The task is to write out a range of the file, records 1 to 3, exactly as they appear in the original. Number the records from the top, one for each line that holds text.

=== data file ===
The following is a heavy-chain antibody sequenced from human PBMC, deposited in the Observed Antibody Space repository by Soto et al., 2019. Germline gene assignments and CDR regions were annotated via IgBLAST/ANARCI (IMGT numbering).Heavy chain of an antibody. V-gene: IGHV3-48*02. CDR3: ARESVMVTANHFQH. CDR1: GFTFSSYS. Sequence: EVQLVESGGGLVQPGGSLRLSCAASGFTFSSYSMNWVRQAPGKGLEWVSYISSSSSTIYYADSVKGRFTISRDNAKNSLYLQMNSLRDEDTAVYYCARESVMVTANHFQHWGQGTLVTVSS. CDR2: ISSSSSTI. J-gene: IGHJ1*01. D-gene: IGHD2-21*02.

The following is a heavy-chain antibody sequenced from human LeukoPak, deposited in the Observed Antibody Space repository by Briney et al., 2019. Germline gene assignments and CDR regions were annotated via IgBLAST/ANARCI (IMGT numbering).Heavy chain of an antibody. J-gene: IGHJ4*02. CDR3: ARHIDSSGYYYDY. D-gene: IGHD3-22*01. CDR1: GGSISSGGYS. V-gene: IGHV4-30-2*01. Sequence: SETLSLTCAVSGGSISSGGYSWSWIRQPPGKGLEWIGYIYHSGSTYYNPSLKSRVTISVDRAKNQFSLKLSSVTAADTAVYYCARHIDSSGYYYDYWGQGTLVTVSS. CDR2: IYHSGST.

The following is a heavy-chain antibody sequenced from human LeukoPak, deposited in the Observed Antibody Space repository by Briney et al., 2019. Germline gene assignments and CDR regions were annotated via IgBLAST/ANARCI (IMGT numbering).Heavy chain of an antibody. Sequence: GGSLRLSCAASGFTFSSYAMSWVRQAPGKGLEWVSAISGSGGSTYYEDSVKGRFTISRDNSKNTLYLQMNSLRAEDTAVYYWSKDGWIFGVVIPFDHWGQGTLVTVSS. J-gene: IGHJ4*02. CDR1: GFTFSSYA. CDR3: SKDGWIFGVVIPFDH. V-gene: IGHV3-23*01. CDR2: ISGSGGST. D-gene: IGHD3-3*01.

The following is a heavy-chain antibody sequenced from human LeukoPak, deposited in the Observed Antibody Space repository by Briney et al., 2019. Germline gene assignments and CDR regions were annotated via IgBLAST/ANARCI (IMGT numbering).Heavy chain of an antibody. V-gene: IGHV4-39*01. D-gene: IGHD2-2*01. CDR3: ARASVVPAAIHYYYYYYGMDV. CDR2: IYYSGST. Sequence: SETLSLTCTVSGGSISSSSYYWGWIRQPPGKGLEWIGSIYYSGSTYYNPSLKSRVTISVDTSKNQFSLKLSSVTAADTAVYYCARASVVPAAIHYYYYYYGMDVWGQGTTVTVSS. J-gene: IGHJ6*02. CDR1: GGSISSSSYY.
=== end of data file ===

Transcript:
The following is a heavy-chain antibody sequenced from human PBMC, deposited in the Observed Antibody Space repository by Soto et al., 2019. Germline gene assignments and CDR regions were annotated via IgBLAST/ANARCI (IMGT numbering).Heavy chain of an antibody. V-gene: IGHV3-48*02. CDR3: ARESVMVTANHFQH. CDR1: GFTFSSYS. Sequence: EVQLVESGGGLVQPGGSLRLSCAASGFTFSSYSMNWVRQAPGKGLEWVSYISSSSSTIYYADSVKGRFTISRDNAKNSLYLQMNSLRDEDTAVYYCARESVMVTANHFQHWGQGTLVTVSS. CDR2: ISSSSSTI. J-gene: IGHJ1*01. D-gene: IGHD2-21*02.

The following is a heavy-chain antibody sequenced from human LeukoPak, deposited in the Observed Antibody Space repository by Briney et al., 2019. Germline gene assignments and CDR regions were annotated via IgBLAST/ANARCI (IMGT numbering).Heavy chain of an antibody. J-gene: IGHJ4*02. CDR3: ARHIDSSGYYYDY. D-gene: IGHD3-22*01. CDR1: GGSISSGGYS. V-gene: IGHV4-30-2*01. Sequence: SETLSLTCAVSGGSISSGGYSWSWIRQPPGKGLEWIGYIYHSGSTYYNPSLKSRVTISVDRAKNQFSLKLSSVTAADTAVYYCARHIDSSGYYYDYWGQGTLVTVSS. CDR2: IYHSGST.

The following is a heavy-chain antibody sequenced from human LeukoPak, deposited in the Observed Antibody Space repository by Briney et al., 2019. Germline gene assignments and CDR regions were annotated via IgBLAST/ANARCI (IMGT numbering).Heavy chain of an antibody. Sequence: GGSLRLSCAASGFTFSSYAMSWVRQAPGKGLEWVSAISGSGGSTYYEDSVKGRFTISRDNSKNTLYLQMNSLRAEDTAVYYWSKDGWIFGVVIPFDHWGQGTLVTVSS. J-gene: IGHJ4*02. CDR1: GFTFSSYA. CDR3: SKDGWIFGVVIPFDH. V-gene: IGHV3-23*01. CDR2: ISGSGGST. D-gene: IGHD3-3*01.